March is National Save your Vision Month. Here at Chu Vision Institute, we prioritize educating people about their eyes and eye health, so let’s look at a few ways you can protect your most precious sense: your vision!
- Wear Sunglasses Outdoors
Sunglasses don’t just look cool; they protect your eyes from bright light and harmful UV rays! UV light from the sun can be dangerous to your eye health, because just like your skin can get sun damage, so can your eyes. Eyes sunburn, too! You have probably been told in the past to not stare directly at the Sun, and this is sound advice. Staring at the Sun for too long can cause permanent damage to your retina and even lead to blindness. You should wear sunglasses in the winter, too, since sunrays can reflect off the snow and into your eyes.
- Wear Safety Goggles
If you work with harmful chemicals, it is important to protect your eyes. The eyes are very sensitive and require the right conditions to operate correctly. Chemicals splashed on the eyes can cause permanent damage.
You should also wear safety goggles if you work in construction or have a project with potentially flying debris, such as saw dust or dry wall dust. These particles can get into your eyes and scratch your cornea, which can cause pain, redness, light sensitivity, and possible infection.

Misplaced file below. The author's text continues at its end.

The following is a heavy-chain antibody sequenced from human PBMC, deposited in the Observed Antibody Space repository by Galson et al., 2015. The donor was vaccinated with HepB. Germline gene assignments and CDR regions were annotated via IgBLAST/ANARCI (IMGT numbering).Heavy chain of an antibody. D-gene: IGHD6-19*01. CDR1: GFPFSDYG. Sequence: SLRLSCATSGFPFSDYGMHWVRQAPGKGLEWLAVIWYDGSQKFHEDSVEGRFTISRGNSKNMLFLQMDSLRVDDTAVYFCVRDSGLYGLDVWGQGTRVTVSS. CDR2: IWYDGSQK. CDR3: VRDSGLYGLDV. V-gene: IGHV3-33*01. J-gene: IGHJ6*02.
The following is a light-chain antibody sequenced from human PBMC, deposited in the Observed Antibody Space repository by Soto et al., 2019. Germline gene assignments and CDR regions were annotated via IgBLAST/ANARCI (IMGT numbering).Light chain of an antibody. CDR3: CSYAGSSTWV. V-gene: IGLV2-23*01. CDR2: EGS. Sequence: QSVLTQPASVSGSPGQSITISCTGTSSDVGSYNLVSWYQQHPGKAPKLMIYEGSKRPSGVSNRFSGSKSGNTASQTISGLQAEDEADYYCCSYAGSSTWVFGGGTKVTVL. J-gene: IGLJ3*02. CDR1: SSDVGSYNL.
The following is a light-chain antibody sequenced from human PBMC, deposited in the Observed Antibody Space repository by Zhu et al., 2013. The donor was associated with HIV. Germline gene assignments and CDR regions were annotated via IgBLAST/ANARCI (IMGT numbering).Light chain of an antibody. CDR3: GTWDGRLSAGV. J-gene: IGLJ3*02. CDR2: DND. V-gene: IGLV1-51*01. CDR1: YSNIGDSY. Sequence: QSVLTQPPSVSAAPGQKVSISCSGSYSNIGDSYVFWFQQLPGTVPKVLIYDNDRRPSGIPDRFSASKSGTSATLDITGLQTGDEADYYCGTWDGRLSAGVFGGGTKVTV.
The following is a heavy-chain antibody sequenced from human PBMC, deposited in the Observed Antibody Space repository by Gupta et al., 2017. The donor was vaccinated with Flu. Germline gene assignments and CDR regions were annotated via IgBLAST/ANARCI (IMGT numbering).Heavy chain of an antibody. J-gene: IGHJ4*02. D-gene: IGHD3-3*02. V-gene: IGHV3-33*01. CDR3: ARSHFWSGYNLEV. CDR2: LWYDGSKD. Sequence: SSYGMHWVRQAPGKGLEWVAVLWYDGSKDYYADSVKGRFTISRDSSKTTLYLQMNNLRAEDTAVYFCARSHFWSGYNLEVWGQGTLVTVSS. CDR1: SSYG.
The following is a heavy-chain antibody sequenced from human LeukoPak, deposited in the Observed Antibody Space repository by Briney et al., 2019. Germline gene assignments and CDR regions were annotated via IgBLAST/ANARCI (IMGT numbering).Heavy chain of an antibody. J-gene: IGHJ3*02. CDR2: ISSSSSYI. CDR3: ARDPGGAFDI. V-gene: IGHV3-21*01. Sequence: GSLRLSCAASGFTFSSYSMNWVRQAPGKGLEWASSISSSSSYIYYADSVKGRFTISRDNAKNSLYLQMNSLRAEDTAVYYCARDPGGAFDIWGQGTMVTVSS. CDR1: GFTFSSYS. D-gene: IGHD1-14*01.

If you do get something in your eyes, rinse your eyes with clean water and get to an eye doctor as soon as possible.
- Take Out Contacts After 8 Hours
Contacts are a great temporary solution to fixing poor vision when you don’t want to wear glasses. However, they are known to dry out the eyes. Dry eyes are unhappy eyes – dryness symptoms include itchiness, a gritty sensation, and blurred vision. Contact lens use is also associated with a higher rate of infection in the eye. Always follow your doctor’s instructions and try to take out your contacts around the 8-hour mark. And never sleep in them!
If you want to never wear contacts again, consider getting LASIK!
- Eat Leafy Greens and Omega-3s
Dark leafy green vegetables are full of amazing vitamins and minerals that your eyes need to keep functioning their best. For example, spinach, Kale, Brussel sprouts, and broccoli are excellent sources of antioxidants and vitamin A which can help prevent macular degeneration (a deterioration of the retina) and early cataracts.
Certain fish that are high in Omega-3 fatty acids, like salmon, are also amazing for your eye health and may be able to lower the incidence of certain conditions like macular degeneration and glaucoma. Omega-3s promote retina health and prevent dry eyes.
- Quit Smoking
Smoking causes harm to your entire body. Smokers are at an increased risk of early cataracts, macular degeneration, and glaucoma. Quitting may protect your vision as well as your lungs, teeth, gums, and skin. Even vaping can have harmful effects on the eyes.
- Visit Your Eye Doctor Yearly
Even if you do all of the above, visiting your eye doctor every year is important to screen for different eye conditions. Many eye diseases
have no visual symptoms in the early stages. Finding conditions like macular degeneration or glaucoma early means a higher likelihood of saving your eyes from damage and vision loss. Not to mention if your glasses prescription has changed and you didn’t realize it, you can get that updated and see clearly again.
Your optometrist can also recommend a LASIK or cataract surgeon (Like Dr. Chu at Chu Vision Institute!) if you are looking for a more permanent vision correction solution.
There are many ways to protect your eyes from potential harm. If you do experience eye injury or sudden changes in your vision, be sure to see your eye doctor right away. Protect your precious sense of sight!